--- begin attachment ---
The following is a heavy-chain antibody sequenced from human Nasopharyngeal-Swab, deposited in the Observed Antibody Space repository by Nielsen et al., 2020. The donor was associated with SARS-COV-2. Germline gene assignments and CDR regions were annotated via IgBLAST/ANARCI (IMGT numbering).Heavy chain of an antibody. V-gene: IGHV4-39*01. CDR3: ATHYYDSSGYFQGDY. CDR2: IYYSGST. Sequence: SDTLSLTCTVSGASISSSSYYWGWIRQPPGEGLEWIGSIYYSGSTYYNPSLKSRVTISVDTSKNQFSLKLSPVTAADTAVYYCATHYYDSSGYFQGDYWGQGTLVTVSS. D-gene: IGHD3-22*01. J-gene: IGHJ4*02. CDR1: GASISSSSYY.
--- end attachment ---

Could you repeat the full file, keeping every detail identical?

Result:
The following is a heavy-chain antibody sequenced from human Nasopharyngeal-Swab, deposited in the Observed Antibody Space repository by Nielsen et al., 2020. The donor was associated with SARS-COV-2. Germline gene assignments and CDR regions were annotated via IgBLAST/ANARCI (IMGT numbering).Heavy chain of an antibody. V-gene: IGHV4-39*01. CDR3: ATHYYDSSGYFQGDY. CDR2: IYYSGST. Sequence: SDTLSLTCTVSGASISSSSYYWGWIRQPPGEGLEWIGSIYYSGSTYYNPSLKSRVTISVDTSKNQFSLKLSPVTAADTAVYYCATHYYDSSGYFQGDYWGQGTLVTVSS. D-gene: IGHD3-22*01. J-gene: IGHJ4*02. CDR1: GASISSSSYY.